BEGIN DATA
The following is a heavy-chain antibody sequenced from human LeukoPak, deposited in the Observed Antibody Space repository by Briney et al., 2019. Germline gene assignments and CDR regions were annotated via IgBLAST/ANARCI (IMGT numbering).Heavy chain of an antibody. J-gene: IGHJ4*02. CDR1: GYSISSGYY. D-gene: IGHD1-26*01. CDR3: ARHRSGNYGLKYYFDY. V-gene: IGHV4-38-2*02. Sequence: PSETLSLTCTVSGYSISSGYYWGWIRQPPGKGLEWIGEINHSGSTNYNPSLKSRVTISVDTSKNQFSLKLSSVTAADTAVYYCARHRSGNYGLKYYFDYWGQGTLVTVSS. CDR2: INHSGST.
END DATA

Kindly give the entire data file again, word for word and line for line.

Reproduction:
The following is a heavy-chain antibody sequenced from human LeukoPak, deposited in the Observed Antibody Space repository by Briney et al., 2019. Germline gene assignments and CDR regions were annotated via IgBLAST/ANARCI (IMGT numbering).Heavy chain of an antibody. J-gene: IGHJ4*02. CDR1: GYSISSGYY. D-gene: IGHD1-26*01. CDR3: ARHRSGNYGLKYYFDY. V-gene: IGHV4-38-2*02. Sequence: PSETLSLTCTVSGYSISSGYYWGWIRQPPGKGLEWIGEINHSGSTNYNPSLKSRVTISVDTSKNQFSLKLSSVTAADTAVYYCARHRSGNYGLKYYFDYWGQGTLVTVSS. CDR2: INHSGST.